Francis Brooks Chadwick

(1850-1942)

The landscape and portrait painter Francis Chadwick was born in Boston and studied at Harvard University. During the period 1870-1881, he attended the Académie Julian in Paris where his teachers were Gustave Boulanger and Jules Joseph Lefebvre. In Paris he became friends with John Singer Sargent, and in the summer of 1880 they traveled together to Haarlem, Holland to study the work of Frans Hals. It was probably on this occasion that Sargent painted Chadwick’s portrait (location unknown).

The Bridge at Grez was painted in the artist’s colony of Grez-sur-Loing, located seventy kilometers southeast of Paris on the outskirts of the Fontainbleau Forest. Artists began to visit and frequent Grez in the mid-1870s. Among the other American artists to work there between 1875-1885, were Sargent, Robert Vonnoh, William Coffin, Edward Simmons, Will Hicox Low, Theodore Robinson, Willard Metcalf, Alexander Harrison, Bruce Crane, Kenyon Cox, Hiram Bloomer, and Ruger Donoho. Unlike his American colleagues, Chadwick remained in the village, residing there from the early 1880s through the end of his life. While there he met and married the Swedish painter Emma Löwstädt. In 1892, Chadwick and his wife acquired the former Hôtel Beau Séjour, which they continued to own “even when Grez was losing its appeal to the artistic community and the building no longer served as a hotel” (William H. Gerdts, “The American Artist in Grez,” essay in The Painters in Grez-sur-Loing [Osaka, Japan: The Yomiuri Shimbun in cooperation with the Japan Association of Art Museums, 2000], p. 269).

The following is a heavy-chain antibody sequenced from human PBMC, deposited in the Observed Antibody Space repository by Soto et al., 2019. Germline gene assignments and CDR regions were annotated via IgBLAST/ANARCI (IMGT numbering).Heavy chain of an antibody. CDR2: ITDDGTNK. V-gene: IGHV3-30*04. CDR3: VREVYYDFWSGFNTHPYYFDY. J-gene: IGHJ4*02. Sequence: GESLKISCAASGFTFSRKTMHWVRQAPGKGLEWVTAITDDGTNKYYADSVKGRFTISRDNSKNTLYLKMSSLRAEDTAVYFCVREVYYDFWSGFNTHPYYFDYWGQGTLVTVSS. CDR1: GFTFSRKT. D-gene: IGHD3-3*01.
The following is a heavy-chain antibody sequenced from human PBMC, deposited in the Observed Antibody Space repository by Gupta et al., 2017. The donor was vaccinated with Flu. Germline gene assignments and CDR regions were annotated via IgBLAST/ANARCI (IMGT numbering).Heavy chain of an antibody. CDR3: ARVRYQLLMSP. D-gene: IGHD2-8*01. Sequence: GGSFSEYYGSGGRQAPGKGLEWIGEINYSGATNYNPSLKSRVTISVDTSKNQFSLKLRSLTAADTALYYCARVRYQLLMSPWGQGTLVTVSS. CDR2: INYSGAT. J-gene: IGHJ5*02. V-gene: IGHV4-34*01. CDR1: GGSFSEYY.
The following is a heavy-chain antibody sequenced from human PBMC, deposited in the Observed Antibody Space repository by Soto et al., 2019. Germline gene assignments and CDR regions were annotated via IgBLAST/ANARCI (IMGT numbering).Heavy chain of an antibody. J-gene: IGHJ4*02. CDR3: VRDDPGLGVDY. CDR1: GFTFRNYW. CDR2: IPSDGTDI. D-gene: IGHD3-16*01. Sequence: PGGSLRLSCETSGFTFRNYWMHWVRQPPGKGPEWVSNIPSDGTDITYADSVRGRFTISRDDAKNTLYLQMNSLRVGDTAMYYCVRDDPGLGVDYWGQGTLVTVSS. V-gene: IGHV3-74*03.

Chadwick’s painting features the bridge known as the Vieux Pont. Many artists depicted this picturesque structure, including the French Barbizon painter Jean Baptiste Corot. The Irish artist John Lavery and the Americans Vonnoh and Bloomer depicted the subject often.

William H. Gerdts has noted that it was the River Loing and the “stone bridge over it, along with the old church, which constituted the glory of the village and offered the most enduring attractions to the art community, both for their visual pleasure and for their pictorial subject-matter” (Ibid, p. 267). Chadwick focused his attention on the reflections in the water and the flat walls and sharply pointed rooflines of Grez’s stucco and terra cotta buildings. In this work he applies paint broadly and pictures the overall silvery-gray atmosphere and poetic quality of light traditionally favored by the artists working there. The painting’s underlying sense of geometric order brings to mind the works painted in the village by Vonnoh. In the 1880s, Chadwick regularly exhibited his Grez landscapes at the Paris Salon.